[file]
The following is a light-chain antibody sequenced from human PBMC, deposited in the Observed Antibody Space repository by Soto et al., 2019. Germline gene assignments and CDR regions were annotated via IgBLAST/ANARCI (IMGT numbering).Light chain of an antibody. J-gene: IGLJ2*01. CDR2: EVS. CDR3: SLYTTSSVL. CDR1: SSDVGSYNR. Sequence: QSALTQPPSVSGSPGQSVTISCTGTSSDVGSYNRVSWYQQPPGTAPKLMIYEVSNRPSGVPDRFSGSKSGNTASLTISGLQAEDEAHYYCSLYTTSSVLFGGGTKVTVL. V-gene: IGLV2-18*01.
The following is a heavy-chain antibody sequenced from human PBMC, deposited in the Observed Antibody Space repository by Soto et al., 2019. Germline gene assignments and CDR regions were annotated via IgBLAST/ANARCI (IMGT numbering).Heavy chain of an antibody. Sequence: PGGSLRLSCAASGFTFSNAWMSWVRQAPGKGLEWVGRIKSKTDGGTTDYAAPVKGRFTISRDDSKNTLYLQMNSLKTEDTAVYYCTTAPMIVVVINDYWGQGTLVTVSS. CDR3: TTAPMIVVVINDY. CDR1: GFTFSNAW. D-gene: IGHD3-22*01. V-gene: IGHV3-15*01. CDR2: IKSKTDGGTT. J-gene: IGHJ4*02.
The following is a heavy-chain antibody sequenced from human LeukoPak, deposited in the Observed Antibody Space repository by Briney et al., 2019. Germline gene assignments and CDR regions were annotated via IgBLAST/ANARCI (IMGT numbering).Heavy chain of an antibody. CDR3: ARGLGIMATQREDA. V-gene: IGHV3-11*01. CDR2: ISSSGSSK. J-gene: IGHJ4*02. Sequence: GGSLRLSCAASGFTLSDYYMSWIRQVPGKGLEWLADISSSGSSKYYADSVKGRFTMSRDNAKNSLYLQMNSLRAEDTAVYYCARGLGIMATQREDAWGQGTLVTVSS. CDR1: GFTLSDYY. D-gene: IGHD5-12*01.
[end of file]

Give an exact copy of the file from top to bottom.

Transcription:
The following is a light-chain antibody sequenced from human PBMC, deposited in the Observed Antibody Space repository by Soto et al., 2019. Germline gene assignments and CDR regions were annotated via IgBLAST/ANARCI (IMGT numbering).Light chain of an antibody. J-gene: IGLJ2*01. CDR2: EVS. CDR3: SLYTTSSVL. CDR1: SSDVGSYNR. Sequence: QSALTQPPSVSGSPGQSVTISCTGTSSDVGSYNRVSWYQQPPGTAPKLMIYEVSNRPSGVPDRFSGSKSGNTASLTISGLQAEDEAHYYCSLYTTSSVLFGGGTKVTVL. V-gene: IGLV2-18*01.
The following is a heavy-chain antibody sequenced from human PBMC, deposited in the Observed Antibody Space repository by Soto et al., 2019. Germline gene assignments and CDR regions were annotated via IgBLAST/ANARCI (IMGT numbering).Heavy chain of an antibody. Sequence: PGGSLRLSCAASGFTFSNAWMSWVRQAPGKGLEWVGRIKSKTDGGTTDYAAPVKGRFTISRDDSKNTLYLQMNSLKTEDTAVYYCTTAPMIVVVINDYWGQGTLVTVSS. CDR3: TTAPMIVVVINDY. CDR1: GFTFSNAW. D-gene: IGHD3-22*01. V-gene: IGHV3-15*01. CDR2: IKSKTDGGTT. J-gene: IGHJ4*02.
The following is a heavy-chain antibody sequenced from human LeukoPak, deposited in the Observed Antibody Space repository by Briney et al., 2019. Germline gene assignments and CDR regions were annotated via IgBLAST/ANARCI (IMGT numbering).Heavy chain of an antibody. CDR3: ARGLGIMATQREDA. V-gene: IGHV3-11*01. CDR2: ISSSGSSK. J-gene: IGHJ4*02. Sequence: GGSLRLSCAASGFTLSDYYMSWIRQVPGKGLEWLADISSSGSSKYYADSVKGRFTMSRDNAKNSLYLQMNSLRAEDTAVYYCARGLGIMATQREDAWGQGTLVTVSS. CDR1: GFTLSDYY. D-gene: IGHD5-12*01.